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congeries

congeries

congeries Sentence Examples

  • Legaspi's conquest of the islands was facilitated by the fact that there were no established native states, but rather a congeries of small clan-like groups, the headship of which was hereditary.

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  • (3) A well-marked chain running in a south-easterly direction among the congeries of hills that extend south-eastward from the central mountains, and attaining, near the southern part of the east coast, heights up to and exceeding 6000 ft.

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  • "If the sovereign power is to be understood in this fuller, less abstract sense, if we mean by it the real determinant of the habitual obedience of the people, we must look for its sources much more widely and deeply than the analytical jurists do; it can no longer be said to reside in a determinate person or persons, but in that impalpable congeries of the hopes and fears of a people bound together by common interest and sympathy, which we call the common will" (Green's Works, 2.404).

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  • They have usually no fibro-vascular system, but consist of a congeries of cells, which sometimes become elongated and compressed so as to resemble veins.

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  • Composed of a congeries of nationalities which included Czechs, Magyars, Ruthenes, Rumanians, Germans, Italians, Flemings and other races, and with territories separated by many miles, the Habsburg dominions required from their ruler patience, tolerance, administrative skill and a full knowledge of the currents of European diplomacy.

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  • 'INDIA,' 1 a great country and empire of Asia under British rule, inhabited by a congeries of different races, speaking upwards of fifty different languages.

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  • It is clear that this immense congeries of earth and stones could not flow in a dry state over those 5 m.

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  • 1 Nature thus presented itself to Bacon's mind as a huge congeries of phenomena, the manifestations of some simple and primitive qualities, which were hid from us by the complexity of the things themselves.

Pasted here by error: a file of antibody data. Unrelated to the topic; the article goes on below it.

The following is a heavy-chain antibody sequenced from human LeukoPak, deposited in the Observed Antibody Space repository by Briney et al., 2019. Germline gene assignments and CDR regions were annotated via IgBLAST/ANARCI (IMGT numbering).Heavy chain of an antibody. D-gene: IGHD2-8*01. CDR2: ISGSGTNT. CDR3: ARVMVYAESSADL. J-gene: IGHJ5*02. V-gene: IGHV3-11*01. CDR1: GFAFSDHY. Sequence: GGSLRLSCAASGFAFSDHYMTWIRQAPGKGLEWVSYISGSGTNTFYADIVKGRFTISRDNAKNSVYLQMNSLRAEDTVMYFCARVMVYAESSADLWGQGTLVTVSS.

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  • The town is an irregular congeries of flat mud-roofed houses.

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  • The town is an irregular congeries of flat mud-roofed houses.

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  • As the word " interpolation " implies, Hermann did not maintain the hypothesis of a congeries of independent " lays."

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  • The picture thus presented by Hindu society - as made up of a confused congeries of social groups of the most varied standing, each held together and kept separate from others by a traditional body of ceremonial rules and by the notion of social gradations being due to a divinely instituted order of things - finds something like a counterpart in the religious life of the people.

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  • Atoms of matter are composed of congeries of electrons and the inertia of matter is probably therefore only the inertia of the electromagnetic medium.'

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  • Cinchonism is the name applied to the congeries of toxic symptoms which follow the prolonged administration of quinine, but may appear after one small dose in certain persons.

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  • In the sub-provinces under the lieutenant-governor of Bengal dwell a great congeries of peoples, of widely diverse origin, speaking different languages and representing far separated eras of civilization.

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  • To the savage, and apparently to men more backward than the most backward peoples we know, all nature was a congeries of animated personalities.

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  • 2 All the time-worn fables and conjectures regarding the composition of the Milky Way were at once dissipated by the simple statement that to the eye, reinforced by the telescope, it appeared as a congeries of lesser stars, while the great nebulae were equally declared to be resolvable into similar elements.